Partnerships of a Good Vintage
Most people will agree that in order for Atlantic Canada to grow, diversification of its economy is essential. Developing new industries, expertise and entrepreneurs are key elements of a prosperous future.
“At Springboard, our fundamental belief is that research is what bonds and strengthens the elements of economic development, giving ideas energy and new ventures confidence,” says past Springboard Executive Director, Dr. David Shindler.
An excellent example of the role research can play in the development of new industries can be found in the bucolic Annapolis Valley, or what may soon be known as the Napa Valley of the North.
The wine industry in Nova Scotia is growing at an impressive rate with 13 wineries and 500 acres of vineyards currently in production and experts projecting that the number will double over the next decade with an industry value of $23 million by 2020. Of particular interest is the Wolfville area, which Wines of Nova Scotia has identified as the epicenter of the wine country experience in Nova Scotia. However, many winery owners cite a lack of business expertise and access to scientific knowledge about critical issues such as insect control, organic growing strategies and grapevine cold hardiness as impediments to their ability to grow. In spite of all the forecasted potential and the tremendous will and passion of the vintners, they were frustrated in their attempts to easily access this type of expertise. That’s where
Acadia University’s Office of Industry and Community Engagement (ICE) saw an opportunity.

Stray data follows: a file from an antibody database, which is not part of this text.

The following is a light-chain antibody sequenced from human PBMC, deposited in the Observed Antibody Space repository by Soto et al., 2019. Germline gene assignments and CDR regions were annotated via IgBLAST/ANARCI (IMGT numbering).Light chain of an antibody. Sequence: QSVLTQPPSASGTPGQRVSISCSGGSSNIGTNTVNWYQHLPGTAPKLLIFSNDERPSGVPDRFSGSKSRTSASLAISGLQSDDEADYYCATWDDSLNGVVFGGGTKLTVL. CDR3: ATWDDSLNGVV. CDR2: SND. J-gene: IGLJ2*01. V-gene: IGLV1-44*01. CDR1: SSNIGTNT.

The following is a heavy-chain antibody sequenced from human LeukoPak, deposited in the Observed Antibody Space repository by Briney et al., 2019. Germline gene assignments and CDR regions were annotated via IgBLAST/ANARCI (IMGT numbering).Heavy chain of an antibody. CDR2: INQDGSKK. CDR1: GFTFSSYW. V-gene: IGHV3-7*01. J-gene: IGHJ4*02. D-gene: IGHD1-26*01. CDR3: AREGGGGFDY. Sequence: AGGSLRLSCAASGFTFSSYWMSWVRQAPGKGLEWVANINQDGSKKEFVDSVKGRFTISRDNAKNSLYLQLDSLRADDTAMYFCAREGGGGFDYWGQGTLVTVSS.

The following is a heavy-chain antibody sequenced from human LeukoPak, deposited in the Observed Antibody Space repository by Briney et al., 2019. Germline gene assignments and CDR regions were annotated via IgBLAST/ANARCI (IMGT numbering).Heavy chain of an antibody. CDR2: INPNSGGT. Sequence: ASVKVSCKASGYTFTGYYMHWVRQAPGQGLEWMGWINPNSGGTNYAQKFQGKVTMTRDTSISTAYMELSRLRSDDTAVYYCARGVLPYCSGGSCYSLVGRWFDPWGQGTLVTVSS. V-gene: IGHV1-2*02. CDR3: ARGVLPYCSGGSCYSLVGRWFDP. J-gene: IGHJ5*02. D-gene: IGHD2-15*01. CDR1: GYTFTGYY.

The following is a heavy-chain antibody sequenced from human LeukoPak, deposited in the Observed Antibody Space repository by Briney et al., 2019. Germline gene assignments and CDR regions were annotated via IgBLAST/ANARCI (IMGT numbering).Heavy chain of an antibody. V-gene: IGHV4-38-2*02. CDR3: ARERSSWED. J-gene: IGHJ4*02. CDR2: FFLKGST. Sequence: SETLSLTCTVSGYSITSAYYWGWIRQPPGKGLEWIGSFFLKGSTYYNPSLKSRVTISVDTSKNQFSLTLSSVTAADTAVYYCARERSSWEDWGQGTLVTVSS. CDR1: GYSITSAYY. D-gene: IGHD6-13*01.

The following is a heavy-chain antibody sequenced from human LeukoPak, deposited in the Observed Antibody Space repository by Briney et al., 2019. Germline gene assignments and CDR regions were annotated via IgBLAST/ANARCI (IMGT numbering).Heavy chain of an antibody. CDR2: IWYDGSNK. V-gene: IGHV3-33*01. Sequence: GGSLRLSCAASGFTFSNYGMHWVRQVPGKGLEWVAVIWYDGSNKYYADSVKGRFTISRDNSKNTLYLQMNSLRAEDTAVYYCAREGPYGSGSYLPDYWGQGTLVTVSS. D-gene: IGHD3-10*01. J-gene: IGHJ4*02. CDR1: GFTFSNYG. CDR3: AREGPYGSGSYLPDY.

ICE Director Leigh Huestis has been working with winery owners and the Grape Growers and Winery Associations of Nova Scotia to determine what resources and expertise Acadia could share to help foster the wine industry.
“Listening to the needs and concerns of the winery owners, it was exciting to realize that by bringing them together with both the Acadia academic community and Springboard network, we could have a meaningful effect on their challenges and their success,” says Huestis. “I also knew that it would be rewarding for our researchers to be able to apply their knowledge in a practical setting. All around, this partnership was destined to be a win-win.”
Once both academia and industry realized this was the beginning of a beautiful friendship, no time was wasted in engaging new projects on issues such as examining current insect populations, the design of an insect mitigation strategy, a business study to determine grape growing capacity in Nova Scotia and the use of an Acadia laboratory to analyze chemical compounds in wine when previously local wineries had to send their product to California for similar testing. ICE also put their Springboard resources to work to examine consumer acceptance and market potential for a new value-added wine product - a sparkling apple cider.
Dr Jonathan Murray, owner of Muir Murray Estate Winery in Wolfville was eager for the development of this product but knew that without solid research, it could fail miserably.
“ICE’s research really backed our assumptions that sparkling apple cider has the potential to perform well in the marketplace,” says Dr. Murray. “Now that we can present a solid, proven business case when we approach funders, opportunity for the development of this product is opening up.”
In June of 2011, Springboard network members Nova Scotia Agricultural College and Nova Scotia Community College partnered with Acadia to host the Atlantic Canadian Wine Industry Partnering Forum. The event brought scientific researchers, grape growers and wineries from throughout Atlantic Canada, Ontario and the US together to exchange ideas and build collaborations. With over 100 people in attendance, the event has successfully spawned new research projects, partnerships and enthusiasm.